A brain-penetrating neurotensin analog, NT69L, blocks nicotine-induced locomotor sensitization by blocking both the initiation and the expression of sensitization. In addition, chronic NT69L administration blocked the acute effects of nicotine on norepinephrine and serotonin in prefrontal cortex 1.
1. Fredrickson P, Boules M, Yerbury S, Richelson E (2003). Novel neurotensin analog blocks the initiation and expression of nicotine-induced locomotor sensitization. Brain Res., 979(1-2):245-248.
2. Sicard F, Contesse V, Lefebvre H, Ait-Ali D, Gras M, Cartier D, Decker A, Chartrel N, Anouar Y, Vaudry H, Delarue C. (2006). The N-Terminal Neurotensin Fragment, NT1–11, Inhibits Cortisol Secretion by Human Adrenocortical Cells. J Clin Endocrinol Metab., 91(8):3131–3137.
3. Quirion R, Regoli D, Rioux F, St-Pierre S (1980). The stimulatory effects of Neurotensin and related peptides in rat stomach strips and guinea pig atria. Br. J. Pharmac., 68:83-91
4. Michelle A. Schmidt MA, Jack L. Erion JL, Lori K. Chinen LK, Joseph E. Bugaj JE, R. Randy Wilhelm RR, and Ananth Srinivasan A (2006). Increased serum stability of neurotensin analogs containing arginine mimics. Peptides for the New Millennium., 6: 634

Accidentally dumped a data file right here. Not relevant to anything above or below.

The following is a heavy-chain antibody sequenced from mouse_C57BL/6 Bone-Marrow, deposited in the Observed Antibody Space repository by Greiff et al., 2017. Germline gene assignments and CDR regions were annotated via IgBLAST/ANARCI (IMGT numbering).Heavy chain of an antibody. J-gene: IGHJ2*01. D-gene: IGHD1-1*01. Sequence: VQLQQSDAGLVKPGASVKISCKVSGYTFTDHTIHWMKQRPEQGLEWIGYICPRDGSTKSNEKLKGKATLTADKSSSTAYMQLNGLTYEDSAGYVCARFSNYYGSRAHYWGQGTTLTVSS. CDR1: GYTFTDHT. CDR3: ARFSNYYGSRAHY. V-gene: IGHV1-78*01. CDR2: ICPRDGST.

5. Grinshteine IV, Myshliakova NV, Vegner RE, Vosekalna IA, Gailite EA (1985). [Synthesis and study of cyclic and linear analogs of neurotensin]. Bioorg Khim., 11(12):1589-1597.
6. Janssen PJ, de Visser M, Verwijnen SM, Bernard BF, Srinivasan A, Erion JL, Breeman WA, Vulto AG, Krenning EP, de Jong M (2007). Five Stabilized 111In-labeled neurotensin analogs in nude mice bearing HT29 tumors. Cancer biother radiopharm., 22(3):374-381.
7. Hadden MK, Orwig KS, Kokko KP, Mazella J, Dix TA (2005). Design, synthesis, and evaluation of the antipsychotic potential of orally bioavailable neurotensin (8-13) analogues containing non-natural arginine and lysine residues. Neuropharmacology, 49 (8):1149-1159.